I hope you’ve enjoyed it, because this blog is ultimately about making people feel more informed and content – hence our new strapline: Blog Yourself HappyTM.
* Linguists’ corner footnote
Enquiries on Twitter have led to a number of suggestions. ‘Nominalisation’ is the practice of turning a verb or adjective into a noun, so certainly applies here. ‘Nouning’ or ‘nounification’ are more conversational versions of the same thing.
However, those terms don’t quite seem to cover what’s happening in ‘Better never stops’ and ‘Believe in better’. Nominalisation of adjectives happens all the time in language – we talk about supporting ‘the reds’, for example. But this is an unconventional type of nominalisation that feels like it needs an extra or alternative descriptor. There's something about the fact that it involves an abstract usage – not just 'the better' of two options, but 'Better' as an entity. The closest parallel is the way we talk about believing in 'good' and 'evil', which are nominalised adjectives, but so common that they don't strike us as odd any more.
Others have suggested ‘modifying adjective for an elliptical noun’ and ‘hanging comparative’ – in other words, ‘better’ is essentially still acting as an adjective for a missing noun that isn’t explicitly there, but which we read in anyway. For example, when we say ‘Of the two runners, the faster won’, ‘faster’ is still acting as an adjective for a missing 'runner’ that we read in anyway. So, with ‘Believe in better’ it’s really ‘Believe in better [things]’. But I’m not sure about this – especially when it comes to ‘Better never stops’ – what would be the notional missing noun there? It seems to me what it really means is ‘Better [as a state of mind in which one permanently strives to improve] never stops [by its nature].’
There are also the terms ‘reification’ and ‘hypostatisation’, which refer to the practice of treating an abstract concept as though it were real – which is certainly the case with ‘Helping you find healthy’. Maybe we’re dealing with a hypostatised abstract nominalisation.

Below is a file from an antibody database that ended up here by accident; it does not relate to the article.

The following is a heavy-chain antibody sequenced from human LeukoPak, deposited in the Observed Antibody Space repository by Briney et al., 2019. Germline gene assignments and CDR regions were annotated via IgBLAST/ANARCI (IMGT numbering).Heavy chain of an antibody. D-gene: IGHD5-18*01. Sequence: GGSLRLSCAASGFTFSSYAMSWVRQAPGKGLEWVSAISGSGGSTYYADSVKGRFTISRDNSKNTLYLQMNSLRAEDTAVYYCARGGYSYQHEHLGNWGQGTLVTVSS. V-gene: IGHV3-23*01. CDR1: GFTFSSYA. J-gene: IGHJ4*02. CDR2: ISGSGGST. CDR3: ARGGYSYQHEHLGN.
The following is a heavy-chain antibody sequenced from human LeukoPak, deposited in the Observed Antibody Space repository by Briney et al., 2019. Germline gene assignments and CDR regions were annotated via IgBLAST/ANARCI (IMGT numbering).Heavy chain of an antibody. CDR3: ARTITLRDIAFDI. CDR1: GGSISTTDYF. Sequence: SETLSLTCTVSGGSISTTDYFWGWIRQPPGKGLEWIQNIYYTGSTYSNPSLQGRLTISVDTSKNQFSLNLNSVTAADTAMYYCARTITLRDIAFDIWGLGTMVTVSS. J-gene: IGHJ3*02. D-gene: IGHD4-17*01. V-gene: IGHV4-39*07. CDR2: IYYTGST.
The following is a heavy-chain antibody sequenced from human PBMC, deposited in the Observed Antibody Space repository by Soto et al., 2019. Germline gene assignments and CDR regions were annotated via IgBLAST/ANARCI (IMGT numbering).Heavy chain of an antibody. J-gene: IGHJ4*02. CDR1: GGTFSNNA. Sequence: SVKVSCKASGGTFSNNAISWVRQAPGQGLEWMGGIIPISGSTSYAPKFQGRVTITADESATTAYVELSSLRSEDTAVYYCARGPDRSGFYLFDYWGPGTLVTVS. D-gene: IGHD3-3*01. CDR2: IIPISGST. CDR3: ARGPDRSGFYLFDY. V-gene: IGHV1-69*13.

I haven't fully understood what I'm writing for at least the last four paragraphs.
It got covered on the Guardian and Telegraph sports blogs and in Sabotage Times, and even spread as far as the Yorkshire Fishing community messageboard – the premier angling website in Yorkshire. But to no avail. Back with a new version in 2014, if we qualify.
My last post about the judging process at D&AD ended with a promise to write more about the winning work. It turns out there’s no need, as the other judges have already done a fine job of summarising it. If you haven’t read them already, here are the links:
For me, the biggest talking point to arise from Writing for Design this year is to do with the category itself. I’ve wondered before whether it might be broadened into ‘Writing for Branding’ or ‘Brand writing’ to cover interesting forms of writing that don't involve a collaboration with design. There have also been murmurings about merging it with Writing for Advertising to create one overarching writing category, which could command a bigger profile. (John Weich makes that argument in his post.)
My understanding of the history is that D&AD has recognised copywriting for many years, since at least the late 1960s (not sure if it was there at the beginning in 1962). But it's always been advertising copywriting – radio, posters and the classic long-copy press ads. Writing for Design only came along in 1999, reflecting the way language was being used as a brand-building tool in areas that went beyond traditional advertising media – packaging, corporate literature, websites and so on. This coincided with the rise of tone-of-voice guidelines and a general heightening of awareness of writing as part of the branding process (although plenty of good people had been aware of it before that).
I’m not sure how the entry numbers have varied over the years, but I believe Writing for Design averages around 70-80 entries, and Writing for Advertising gets roughly twice that. So Writing for Design remains the smaller category.
Writing for Design
As a counterpart to Writing for Advertising, Writing for Design seems a logical enough category title. It’s always been slightly problematic, in that it implies a subordinate role for writing. Writing with Design would be more accurate, but it has the air of political correctness about it. There's also been an enduring confusion about exactly what's being awarded – is it just the writing, or does the design have to be good as well? But that confusion has probably faded over the years – people generally get that it’s about recognising the craft of writing, albeit in the context of a good, well-designed piece. Design Week has recently added a Writing for Design category to its awards, which is a sign that the term has become more widely accepted. Maybe now would be the wrong time to drop it.